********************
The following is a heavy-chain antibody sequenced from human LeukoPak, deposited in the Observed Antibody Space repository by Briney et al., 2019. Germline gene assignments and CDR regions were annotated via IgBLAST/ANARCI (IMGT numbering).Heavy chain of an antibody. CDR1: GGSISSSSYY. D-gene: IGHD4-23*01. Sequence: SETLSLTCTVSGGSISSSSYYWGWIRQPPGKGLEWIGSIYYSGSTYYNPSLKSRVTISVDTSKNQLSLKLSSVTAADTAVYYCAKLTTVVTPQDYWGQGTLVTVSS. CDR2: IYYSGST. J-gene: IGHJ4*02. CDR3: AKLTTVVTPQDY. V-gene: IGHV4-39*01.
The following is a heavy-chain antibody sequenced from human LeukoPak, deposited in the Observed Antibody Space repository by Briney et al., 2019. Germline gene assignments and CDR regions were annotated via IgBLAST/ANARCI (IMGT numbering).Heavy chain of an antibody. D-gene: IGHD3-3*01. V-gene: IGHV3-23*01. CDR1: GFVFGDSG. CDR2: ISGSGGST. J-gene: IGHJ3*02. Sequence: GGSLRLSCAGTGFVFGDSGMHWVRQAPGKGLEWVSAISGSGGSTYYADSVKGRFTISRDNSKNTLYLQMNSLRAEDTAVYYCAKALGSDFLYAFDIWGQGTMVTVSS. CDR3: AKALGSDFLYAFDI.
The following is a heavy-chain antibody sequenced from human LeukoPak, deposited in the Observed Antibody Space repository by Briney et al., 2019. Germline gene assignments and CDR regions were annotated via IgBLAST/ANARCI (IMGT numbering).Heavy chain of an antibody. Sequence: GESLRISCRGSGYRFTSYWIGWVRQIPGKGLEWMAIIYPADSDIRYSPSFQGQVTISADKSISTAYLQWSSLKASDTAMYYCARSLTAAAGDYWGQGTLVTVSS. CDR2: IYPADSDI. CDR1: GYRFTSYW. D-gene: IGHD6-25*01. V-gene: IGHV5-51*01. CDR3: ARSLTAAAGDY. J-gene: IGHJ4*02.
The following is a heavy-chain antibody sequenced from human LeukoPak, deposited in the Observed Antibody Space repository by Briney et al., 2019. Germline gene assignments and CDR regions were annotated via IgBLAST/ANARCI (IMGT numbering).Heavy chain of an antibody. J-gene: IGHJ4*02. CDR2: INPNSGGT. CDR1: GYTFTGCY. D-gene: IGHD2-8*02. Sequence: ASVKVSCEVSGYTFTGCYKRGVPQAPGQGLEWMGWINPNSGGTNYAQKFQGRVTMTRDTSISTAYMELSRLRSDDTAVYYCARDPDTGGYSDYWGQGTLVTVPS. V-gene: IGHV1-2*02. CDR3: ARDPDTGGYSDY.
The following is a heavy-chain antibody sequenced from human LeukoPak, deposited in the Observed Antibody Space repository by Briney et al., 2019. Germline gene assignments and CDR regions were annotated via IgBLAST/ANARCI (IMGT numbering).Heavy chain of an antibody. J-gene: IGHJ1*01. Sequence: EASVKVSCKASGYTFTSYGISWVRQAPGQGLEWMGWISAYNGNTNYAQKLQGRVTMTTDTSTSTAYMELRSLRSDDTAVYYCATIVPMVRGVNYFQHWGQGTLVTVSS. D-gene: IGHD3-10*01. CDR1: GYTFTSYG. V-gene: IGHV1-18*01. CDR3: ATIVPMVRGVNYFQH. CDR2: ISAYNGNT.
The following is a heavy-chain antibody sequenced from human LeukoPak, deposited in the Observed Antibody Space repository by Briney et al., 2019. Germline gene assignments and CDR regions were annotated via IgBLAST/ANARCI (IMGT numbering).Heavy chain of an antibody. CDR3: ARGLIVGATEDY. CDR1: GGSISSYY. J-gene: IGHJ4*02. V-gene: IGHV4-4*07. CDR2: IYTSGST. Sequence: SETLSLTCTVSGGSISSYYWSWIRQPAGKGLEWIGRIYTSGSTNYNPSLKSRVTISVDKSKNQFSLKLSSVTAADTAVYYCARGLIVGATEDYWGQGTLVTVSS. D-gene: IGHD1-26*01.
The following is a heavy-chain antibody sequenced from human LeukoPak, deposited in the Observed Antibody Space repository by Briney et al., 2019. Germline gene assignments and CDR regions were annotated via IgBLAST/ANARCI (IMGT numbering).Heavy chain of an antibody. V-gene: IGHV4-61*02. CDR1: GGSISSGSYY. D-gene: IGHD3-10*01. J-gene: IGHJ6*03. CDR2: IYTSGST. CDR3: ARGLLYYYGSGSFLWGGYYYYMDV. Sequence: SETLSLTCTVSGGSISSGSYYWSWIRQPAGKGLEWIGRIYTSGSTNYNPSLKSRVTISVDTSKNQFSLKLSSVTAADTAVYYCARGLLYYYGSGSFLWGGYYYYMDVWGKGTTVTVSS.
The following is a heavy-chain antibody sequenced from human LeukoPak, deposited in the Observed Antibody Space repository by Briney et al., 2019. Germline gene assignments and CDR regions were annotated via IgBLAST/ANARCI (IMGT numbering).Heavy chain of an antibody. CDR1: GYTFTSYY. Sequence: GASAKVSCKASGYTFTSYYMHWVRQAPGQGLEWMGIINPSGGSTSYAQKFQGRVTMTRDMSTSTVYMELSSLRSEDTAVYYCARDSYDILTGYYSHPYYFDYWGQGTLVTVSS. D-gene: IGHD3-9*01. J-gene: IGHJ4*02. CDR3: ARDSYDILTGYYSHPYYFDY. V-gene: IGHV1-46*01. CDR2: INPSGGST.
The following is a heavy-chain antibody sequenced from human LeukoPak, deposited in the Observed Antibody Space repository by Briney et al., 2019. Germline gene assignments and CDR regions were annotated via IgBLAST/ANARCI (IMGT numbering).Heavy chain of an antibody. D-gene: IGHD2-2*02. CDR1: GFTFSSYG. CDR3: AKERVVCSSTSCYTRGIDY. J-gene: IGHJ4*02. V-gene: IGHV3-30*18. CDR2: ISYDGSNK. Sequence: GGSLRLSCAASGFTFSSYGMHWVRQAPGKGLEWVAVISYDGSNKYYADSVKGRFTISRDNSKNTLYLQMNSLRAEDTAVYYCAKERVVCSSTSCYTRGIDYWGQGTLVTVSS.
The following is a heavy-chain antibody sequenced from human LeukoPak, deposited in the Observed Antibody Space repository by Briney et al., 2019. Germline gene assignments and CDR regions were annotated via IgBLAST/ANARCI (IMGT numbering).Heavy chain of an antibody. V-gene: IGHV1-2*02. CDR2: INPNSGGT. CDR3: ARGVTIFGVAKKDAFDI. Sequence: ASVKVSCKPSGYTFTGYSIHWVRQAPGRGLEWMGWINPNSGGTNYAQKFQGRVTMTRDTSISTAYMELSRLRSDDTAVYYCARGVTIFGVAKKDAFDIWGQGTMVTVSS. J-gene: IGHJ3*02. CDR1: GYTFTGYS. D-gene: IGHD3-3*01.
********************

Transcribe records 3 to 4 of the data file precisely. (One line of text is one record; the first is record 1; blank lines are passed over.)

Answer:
The following is a heavy-chain antibody sequenced from human LeukoPak, deposited in the Observed Antibody Space repository by Briney et al., 2019. Germline gene assignments and CDR regions were annotated via IgBLAST/ANARCI (IMGT numbering).Heavy chain of an antibody. Sequence: GESLRISCRGSGYRFTSYWIGWVRQIPGKGLEWMAIIYPADSDIRYSPSFQGQVTISADKSISTAYLQWSSLKASDTAMYYCARSLTAAAGDYWGQGTLVTVSS. CDR2: IYPADSDI. CDR1: GYRFTSYW. D-gene: IGHD6-25*01. V-gene: IGHV5-51*01. CDR3: ARSLTAAAGDY. J-gene: IGHJ4*02.
The following is a heavy-chain antibody sequenced from human LeukoPak, deposited in the Observed Antibody Space repository by Briney et al., 2019. Germline gene assignments and CDR regions were annotated via IgBLAST/ANARCI (IMGT numbering).Heavy chain of an antibody. J-gene: IGHJ4*02. CDR2: INPNSGGT. CDR1: GYTFTGCY. D-gene: IGHD2-8*02. Sequence: ASVKVSCEVSGYTFTGCYKRGVPQAPGQGLEWMGWINPNSGGTNYAQKFQGRVTMTRDTSISTAYMELSRLRSDDTAVYYCARDPDTGGYSDYWGQGTLVTVPS. V-gene: IGHV1-2*02. CDR3: ARDPDTGGYSDY.